by Robert Louis Stevenson
Saranac Lake, April 8, 1888.
Note: Look up difficult words at The Free Dictionary.
There was not a foe left within striking distance; and Dick, as he looked ruefully about him on the remainder of his gallant force, began to count the cost of victory. He was himself, now that the danger was ended, so stiff and sore, so bruised and cut and broken, and, above all, so utterly exhausted by his desperate and unremitting labours in the fight, that he seemed incapable of any fresh exertion.
But this was not yet the hour for repose. Shoreby had been taken by assault; and though an open town, and not in any manner to be charged with the resistance, it was plain that these rough fighters would be not less rough now that the fight was over, and that the more horrid part of war would fall to be enacted. Richard of Gloucester was not the captain to protect the citizens from his infuriated soldiery; and even if he had the will, it might be questioned if he had the power.
It was, therefore, Dick’s business to find and to protect Joanna; and with that end he looked about him at the faces of his men. The three or four who seemed likeliest to be obedient and to keep sober he drew aside; and promising them a rich reward and a special recommendation to the duke, led them across the market-place, now empty of horsemen, and into the streets upon the further side.
Every here and there small combats of from two to a dozen still raged upon the open street; here and there a house was being besieged, the defenders throwing out stools and tables on the heads of the assailants. The snow was strewn with arms and corpses; but except for these partial combats the streets were deserted, and the houses, some standing open, and some shuttered and barricaded, had for the most part ceased to give out smoke.
Dick, threading the skirts of these skirmishers, led his followers briskly in the direction of the abbey church; but when he came the length of the main street, a cry of horror broke from his lips. Sir Daniel’s great house had been carried by assault. The gates hung in splinters from the hinges, and a double throng kept pouring in and out through the entrance, seeking and carrying booty. Meanwhile, in the upper stories, some resistance was still being offered to the pillagers; for just as Dick came within eyeshot of the building, a casement was burst open from within, and a poor wretch in murrey and blue, screaming and resisting, was forced through the embrasure and tossed into the street below.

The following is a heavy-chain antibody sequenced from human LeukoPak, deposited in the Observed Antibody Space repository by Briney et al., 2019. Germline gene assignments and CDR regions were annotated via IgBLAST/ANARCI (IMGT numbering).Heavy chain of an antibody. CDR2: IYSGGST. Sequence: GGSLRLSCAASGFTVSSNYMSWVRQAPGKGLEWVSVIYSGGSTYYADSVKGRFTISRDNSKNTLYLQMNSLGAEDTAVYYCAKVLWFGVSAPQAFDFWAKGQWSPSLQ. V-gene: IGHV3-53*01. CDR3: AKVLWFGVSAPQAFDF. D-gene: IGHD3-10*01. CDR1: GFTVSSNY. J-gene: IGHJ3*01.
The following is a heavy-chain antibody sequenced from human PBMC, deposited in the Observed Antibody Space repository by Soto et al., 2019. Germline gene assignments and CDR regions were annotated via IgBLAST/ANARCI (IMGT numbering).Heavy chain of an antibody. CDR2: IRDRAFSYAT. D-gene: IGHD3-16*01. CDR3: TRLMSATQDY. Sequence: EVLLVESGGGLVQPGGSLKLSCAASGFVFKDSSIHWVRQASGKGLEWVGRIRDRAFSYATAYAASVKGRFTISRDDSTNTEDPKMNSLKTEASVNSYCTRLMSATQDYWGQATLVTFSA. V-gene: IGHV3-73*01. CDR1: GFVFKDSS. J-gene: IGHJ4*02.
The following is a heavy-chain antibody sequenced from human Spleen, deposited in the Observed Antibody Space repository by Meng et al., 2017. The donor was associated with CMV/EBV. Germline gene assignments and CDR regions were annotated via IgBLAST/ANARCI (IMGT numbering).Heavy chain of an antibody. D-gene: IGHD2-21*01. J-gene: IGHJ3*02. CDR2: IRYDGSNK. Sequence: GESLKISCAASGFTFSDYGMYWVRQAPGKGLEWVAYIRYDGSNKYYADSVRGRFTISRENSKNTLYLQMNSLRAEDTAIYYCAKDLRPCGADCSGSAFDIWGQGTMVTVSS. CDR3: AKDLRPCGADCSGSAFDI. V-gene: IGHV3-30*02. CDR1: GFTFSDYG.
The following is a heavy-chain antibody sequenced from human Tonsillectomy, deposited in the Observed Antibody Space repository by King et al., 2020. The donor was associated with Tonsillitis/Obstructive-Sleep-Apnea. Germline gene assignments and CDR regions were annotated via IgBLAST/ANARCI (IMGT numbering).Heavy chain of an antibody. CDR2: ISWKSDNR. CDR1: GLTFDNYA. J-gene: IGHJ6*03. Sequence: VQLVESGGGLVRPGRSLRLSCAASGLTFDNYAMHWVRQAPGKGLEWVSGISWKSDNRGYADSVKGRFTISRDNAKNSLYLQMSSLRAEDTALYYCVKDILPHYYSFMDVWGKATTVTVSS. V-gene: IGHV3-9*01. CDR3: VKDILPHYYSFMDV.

The most sickening apprehension fell upon Dick. He ran forward like one possessed, forced his way into the house among the foremost, and mounted without pause to the chamber on the third floor where he had last parted from Joanna. It was a mere wreck; the furniture had been overthrown, the cupboards broken open, and in one place a trailing corner of the arras lay smouldering on the embers of the fire.
Dick, almost without thinking, trod out the incipient conflagration, and then stood bewildered. Sir Daniel, Sir Oliver, Joanna, all were gone; but whether butchered in the rout or safe escaped from Shoreby, who should say?
He caught a passing archer by the tabard.
“Fellow,” he asked, “were you here when this house was taken?”
“Let me alone,” said the archer. “Let me alone, or I strike.”
“Listen,” returned Richard, “two can play at that. Stand and be plain.”
But the man, flushed with drink and battle, struck Dick upon the shoulder with one hand, while with the other he twitched away his garment. Thereupon the full wrath of the young leader burst from his control. He seized the fellow in his strong embrace, and crushed him on the plates of his mailed bosom like a child; then, holding him at arm’s length, he bid him speak as he valued life.
“I pray for mercy!” gasped the archer. “If I had thought you were so angry I would have thought twice about crossing you. I was here indeed.”
“Do you know Sir Daniel?” pursued Dick.
“Well do I know him,” returned the man.
“Was he in the mansion?”
“Ay, sir, he was,” answered the archer; “but even as we entered by the yard gate he rode out by the garden.”
“Alone?” cried Dick.
“He may have had a score of lances with him,” said the man.
“Lances! No women, then?” asked Shelton.
“That I did not see,” said the archer. “But there were none in the house, if that is your quest.”